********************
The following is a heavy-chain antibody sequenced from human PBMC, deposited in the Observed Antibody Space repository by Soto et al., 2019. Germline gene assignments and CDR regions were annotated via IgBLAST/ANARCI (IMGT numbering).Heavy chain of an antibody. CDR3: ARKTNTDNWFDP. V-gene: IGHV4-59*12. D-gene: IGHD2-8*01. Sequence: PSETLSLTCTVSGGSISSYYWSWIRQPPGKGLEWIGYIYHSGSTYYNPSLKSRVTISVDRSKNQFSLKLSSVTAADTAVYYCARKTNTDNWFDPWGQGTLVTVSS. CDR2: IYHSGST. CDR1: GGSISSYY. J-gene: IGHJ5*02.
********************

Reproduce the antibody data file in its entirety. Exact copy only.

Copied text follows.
The following is a heavy-chain antibody sequenced from human PBMC, deposited in the Observed Antibody Space repository by Soto et al., 2019. Germline gene assignments and CDR regions were annotated via IgBLAST/ANARCI (IMGT numbering).Heavy chain of an antibody. CDR3: ARKTNTDNWFDP. V-gene: IGHV4-59*12. D-gene: IGHD2-8*01. Sequence: PSETLSLTCTVSGGSISSYYWSWIRQPPGKGLEWIGYIYHSGSTYYNPSLKSRVTISVDRSKNQFSLKLSSVTAADTAVYYCARKTNTDNWFDPWGQGTLVTVSS. CDR2: IYHSGST. CDR1: GGSISSYY. J-gene: IGHJ5*02.